“How can Rais Khan establish that Vilayat Khan followed him?” says Shahid Parvez. “He used gandhar-pancham sitar which was Vilayat Khan’s invention. In 1964, Vilayat Khan, Imrat Khan and Rais Khan were playing a trio in Bombay. Vilayat Khan started with Gaur Malhar. Rais Khan said he did not know this raga. Vilayat Khan asked him to announce this and start with the raga that he knew. Rais did it and started playing Yaman Kalyan. Promoters would always introduce Rais Khan as Vilayat Khan’s student in trios and Rais Khan never objected. Self-praise holds no water. Nobody can achieve the status that Vilayat Khan enjoys in sitar.”
“Once Rais Khan said to me that I follow his music,” adds Shahid. “I said I follow everybody’s music — now what next! This made him speechless. It makes no difference who taught whom. One should not be jealous of others’ achievements.”
In 1991, I sought (a flautist and former director at Pakistan National Council of Arts) Arif Jafri’s opinion about Rais Khan’s sitar. “He is superb but his musical ideas come to an end after 15-minutes!” Ironically, I had the same feeling whenever I listened to him. But his sitar was always sweet like honey! Light music, songs and ragamala would sound very delicate and mellifluous in his hands.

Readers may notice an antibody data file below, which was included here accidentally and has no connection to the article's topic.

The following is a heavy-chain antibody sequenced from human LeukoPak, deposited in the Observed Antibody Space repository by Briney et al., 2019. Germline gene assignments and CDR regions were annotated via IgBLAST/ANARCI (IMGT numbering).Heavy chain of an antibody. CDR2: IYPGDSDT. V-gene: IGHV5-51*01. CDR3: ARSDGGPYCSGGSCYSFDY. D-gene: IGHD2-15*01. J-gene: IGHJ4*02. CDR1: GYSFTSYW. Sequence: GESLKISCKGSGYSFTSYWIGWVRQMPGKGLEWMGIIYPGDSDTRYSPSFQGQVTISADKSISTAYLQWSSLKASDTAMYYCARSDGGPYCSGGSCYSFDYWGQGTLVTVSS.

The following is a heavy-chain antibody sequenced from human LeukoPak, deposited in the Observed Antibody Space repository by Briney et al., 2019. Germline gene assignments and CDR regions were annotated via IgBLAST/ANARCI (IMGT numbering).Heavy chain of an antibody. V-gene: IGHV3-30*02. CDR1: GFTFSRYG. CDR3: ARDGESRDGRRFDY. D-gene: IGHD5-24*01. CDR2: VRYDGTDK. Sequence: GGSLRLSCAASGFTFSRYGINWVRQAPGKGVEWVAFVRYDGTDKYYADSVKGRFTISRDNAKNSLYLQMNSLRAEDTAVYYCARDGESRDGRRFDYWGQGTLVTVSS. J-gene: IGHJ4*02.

Rais was a great sitarist but self-centered. Nobody took him seriously whenever he claimed that he was superior to Vilayat. Nobody liked him whenever he spat venom against Vilayat. Thus he isolated himself and lost friends. He told me in 1992 that sarod player Amjad Ali Khan ran a smearing campaign against him by writing letters to promoters and organisers urging them not to book Rais Khan. Probably, this could have been another reason (besides his Pakistani wife Bilquis Khanum’s inability to acclimate to Bombay) for him to migrate to Pakistan and accept Pakistani citizenship.
Rais told me in 1992 that sarod player Amjad Ali Khan ran a smearing campaign against him by writing letters to promoters and organisers urging them not to book Rais Khan. Probably, this could have been another reason (besides his Pakistani wife Bilquis Khanum’s inability to acclimate to Bombay) for him to migrate to Pakistan and accept Pakistani citizenship.
Pakistan treated him like a pariah. For months, he wouldn’t touch his sitar. He would make a living by making foreign tours or singing ghazals (which were always out of tune). Pakistani mirasis who are superb in making puns would say: “After playing such melodious sitar, Khan sahib is singing out of tune.”
Rais was a suave person who would destroy every fabric of refinement with the mention of Vilayat Khan or Etawa gharana. He started propagating that Etawa was no gharana. The real gharana was his i.e. Mewati. He had become so senile that in a concert at Lok Virsa in Islamabad in 2011, the very first words he uttered were: “Hum kisi Etawa pitawa ko nai mantay! (I don’t recognise Etawa!).”
“I represent the seventh generation of sitarists in Etawa gharana. I never heard of Mewati gharana in sitar-playing. There were beenkars in Mewat but not sitarists,” counters Shahid Parvez.
Rais Khan would have been duly acknowledged and rewarded if he would have done two things: Not talked big without having a big position and not left India to become a Pakistani citizen.
The writer is a journalist/researcher based in Islamabad. He is also a student of tabla and classical vocal music. Yamankalyan@gmail.com
Published in Dawn, EOS, June 4th, 2017